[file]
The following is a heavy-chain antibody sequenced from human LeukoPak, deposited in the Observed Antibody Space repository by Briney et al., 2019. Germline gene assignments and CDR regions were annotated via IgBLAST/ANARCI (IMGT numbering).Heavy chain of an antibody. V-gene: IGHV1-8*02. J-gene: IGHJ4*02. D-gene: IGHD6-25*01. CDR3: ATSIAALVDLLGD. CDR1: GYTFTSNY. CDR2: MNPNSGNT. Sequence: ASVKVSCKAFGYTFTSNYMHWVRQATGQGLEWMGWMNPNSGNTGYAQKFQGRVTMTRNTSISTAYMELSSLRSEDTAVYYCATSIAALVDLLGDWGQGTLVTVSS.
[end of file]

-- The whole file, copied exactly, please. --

The following is a heavy-chain antibody sequenced from human LeukoPak, deposited in the Observed Antibody Space repository by Briney et al., 2019. Germline gene assignments and CDR regions were annotated via IgBLAST/ANARCI (IMGT numbering).Heavy chain of an antibody. V-gene: IGHV1-8*02. J-gene: IGHJ4*02. D-gene: IGHD6-25*01. CDR3: ATSIAALVDLLGD. CDR1: GYTFTSNY. CDR2: MNPNSGNT. Sequence: ASVKVSCKAFGYTFTSNYMHWVRQATGQGLEWMGWMNPNSGNTGYAQKFQGRVTMTRNTSISTAYMELSSLRSEDTAVYYCATSIAALVDLLGDWGQGTLVTVSS.